Carl Straumsheim

Carl Straumsheim, Technology Correspondent, joined Inside Higher Ed in 2013. He got his start in journalism as a video game blogger for Norway's third largest paper, Dagbladet, at age 15, and has since dabbled in media criticism, investigative reporting and political coverage. Straumsheim (pronounced STROMS-hyme) boasts that he once received a perfect score on the Test of English as a Foreign Language, which enabled him to pursue a bachelor's degree in English from LaGrange College and a master's degree in journalism from the University of Maryland at College Park.

To reach this person, click here.

Most Recent Articles

April 5, 2016
Top students at the University of the People, a tuition-free online institution, will be eligible to transfer to the University of California at Berkeley to finish their bachelor's degrees. The two universities on Monday announced an articulation agreement under which UC Berkeley will consider UoPeople's top associate degree graduates for admission. This is the first agreement of its kind UoPeople has signed with a U.S.-based campus.
April 4, 2016
A U.S. district court judge has once again taken a look at three publishers' case against Georgia State University's e-reserve and ruled that, in 41 of 48 cases, no copyright infringement took place. The ruling, a 220-page walk-through that applies the four-part fair-use test to each of the 48 cases, is seen by copyright experts as a complicated decision that won't be of much help to universities in determining fair use, as it relies on revenue data not normally available.
April 4, 2016
Study explores faculty members' views on scholarly communication, the use of information and the state of academic libraries and their concerns about students' research skills.
March 31, 2016
The University of Illinois at Urbana-Champaign is adding a second degree program made up of stackable courses offered by massive open online course provider Coursera. On Wednesday, the university announced its new master of computer science in data science program, a $19,200, 32-credit-hour degree broken down into MOOCs, each lasting four to six weeks, coupled with "high-engagement" online courses.
March 30, 2016
Americans with higher levels of education and income are more likely to take advantage of lifelong learning opportunities such as reading a magazine, attending a conference or enrolling in an online course, a new Pew Research Center study found. The findings highlight the challenges ahead for online education initiatives that target disadvantaged students.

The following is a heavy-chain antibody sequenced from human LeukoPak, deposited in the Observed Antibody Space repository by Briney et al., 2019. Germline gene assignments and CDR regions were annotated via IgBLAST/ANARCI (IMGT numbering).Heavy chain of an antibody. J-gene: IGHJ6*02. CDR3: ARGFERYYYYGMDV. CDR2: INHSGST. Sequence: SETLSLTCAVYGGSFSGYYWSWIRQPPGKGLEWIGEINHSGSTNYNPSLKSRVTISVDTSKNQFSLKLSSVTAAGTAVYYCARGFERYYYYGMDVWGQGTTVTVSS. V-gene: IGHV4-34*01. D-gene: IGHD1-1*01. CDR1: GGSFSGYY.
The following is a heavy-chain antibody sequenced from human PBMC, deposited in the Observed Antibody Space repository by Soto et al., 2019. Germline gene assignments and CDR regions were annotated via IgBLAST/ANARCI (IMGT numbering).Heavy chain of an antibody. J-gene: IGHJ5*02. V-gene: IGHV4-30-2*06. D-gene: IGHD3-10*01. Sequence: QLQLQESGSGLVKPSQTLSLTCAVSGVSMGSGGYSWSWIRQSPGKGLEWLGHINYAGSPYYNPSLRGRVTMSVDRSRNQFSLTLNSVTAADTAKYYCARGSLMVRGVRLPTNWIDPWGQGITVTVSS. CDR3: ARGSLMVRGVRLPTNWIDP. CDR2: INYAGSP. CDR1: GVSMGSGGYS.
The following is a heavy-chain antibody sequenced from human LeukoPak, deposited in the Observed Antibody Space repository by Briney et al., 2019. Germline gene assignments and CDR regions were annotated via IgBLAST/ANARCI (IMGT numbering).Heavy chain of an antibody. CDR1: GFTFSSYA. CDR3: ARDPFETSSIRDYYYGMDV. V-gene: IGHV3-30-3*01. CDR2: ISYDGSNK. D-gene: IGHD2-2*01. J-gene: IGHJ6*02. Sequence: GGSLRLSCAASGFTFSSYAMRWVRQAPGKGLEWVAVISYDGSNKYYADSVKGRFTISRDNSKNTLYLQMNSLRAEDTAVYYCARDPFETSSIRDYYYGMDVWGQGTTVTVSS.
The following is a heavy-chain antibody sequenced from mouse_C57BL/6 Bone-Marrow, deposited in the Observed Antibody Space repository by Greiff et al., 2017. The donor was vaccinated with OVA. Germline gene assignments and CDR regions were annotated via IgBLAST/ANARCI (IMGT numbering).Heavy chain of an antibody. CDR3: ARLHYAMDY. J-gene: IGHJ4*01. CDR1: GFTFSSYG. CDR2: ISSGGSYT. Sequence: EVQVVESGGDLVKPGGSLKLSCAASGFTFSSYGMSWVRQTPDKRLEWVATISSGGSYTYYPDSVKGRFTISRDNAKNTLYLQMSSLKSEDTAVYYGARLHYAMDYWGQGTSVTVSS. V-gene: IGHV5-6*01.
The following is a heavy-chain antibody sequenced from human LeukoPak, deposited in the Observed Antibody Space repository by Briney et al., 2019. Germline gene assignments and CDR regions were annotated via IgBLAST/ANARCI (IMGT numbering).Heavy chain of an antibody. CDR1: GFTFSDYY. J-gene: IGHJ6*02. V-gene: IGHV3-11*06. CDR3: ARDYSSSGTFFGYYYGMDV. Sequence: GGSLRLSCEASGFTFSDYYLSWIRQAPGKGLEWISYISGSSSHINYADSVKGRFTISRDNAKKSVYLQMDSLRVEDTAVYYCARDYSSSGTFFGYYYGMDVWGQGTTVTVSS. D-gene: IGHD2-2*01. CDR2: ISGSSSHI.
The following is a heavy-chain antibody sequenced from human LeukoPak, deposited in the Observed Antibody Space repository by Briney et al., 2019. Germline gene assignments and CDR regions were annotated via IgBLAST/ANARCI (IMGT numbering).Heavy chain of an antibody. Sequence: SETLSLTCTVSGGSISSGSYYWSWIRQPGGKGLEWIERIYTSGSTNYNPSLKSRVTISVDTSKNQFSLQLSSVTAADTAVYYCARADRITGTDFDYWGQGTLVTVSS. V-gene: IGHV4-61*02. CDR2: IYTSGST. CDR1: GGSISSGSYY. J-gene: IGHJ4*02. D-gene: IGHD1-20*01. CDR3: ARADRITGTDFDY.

March 30, 2016
About 6 percent of students who took an online final exam proctored by Examity last fall broke the rules, the company said on Tuesday. That adds up to 3,952 out of the 62,534 exams the test-proctoring company reviewed. Most of the attempts to cheat came in the form of a cheat sheet (21 percent) or using Google to look up answers or translations (14 percent).
March 30, 2016
Major publishers report sales of digital course materials surpass sales of print textbooks for the first time. Are the numbers right -- and does it matter?
March 29, 2016
Anti-Semitic fliers printed remotely at dozens of universities are a reminder than even printers can serve as a gateway for hackers.
March 28, 2016
Pepperdine University will make it easier for students to enroll in its M.B.A. program by letting them create their own cohorts. The Southern California-based university recently launched a crowdsourcing website, MyMBA, where working professionals can browse, create and join cohorts whose hours fit their personal schedules before they apply to the face-to-face program. The cohorts meet at Pepperdine's campuses or at a company's headquarters.
March 23, 2016
Students and faculty members wildly disagree about one another's knowledge of digital media, a new study found. Nearly half of students (45 percent) surveyed by VideoBlocks EDU, a copyright-free stock media provider, described themselves as highly digitally literate, though only 14 percent of faculty members agreed. Similarly, 49 percent of faculty rated themselves highly digitally literate, but only 23 percent of students said the same.

Pages

Back to Top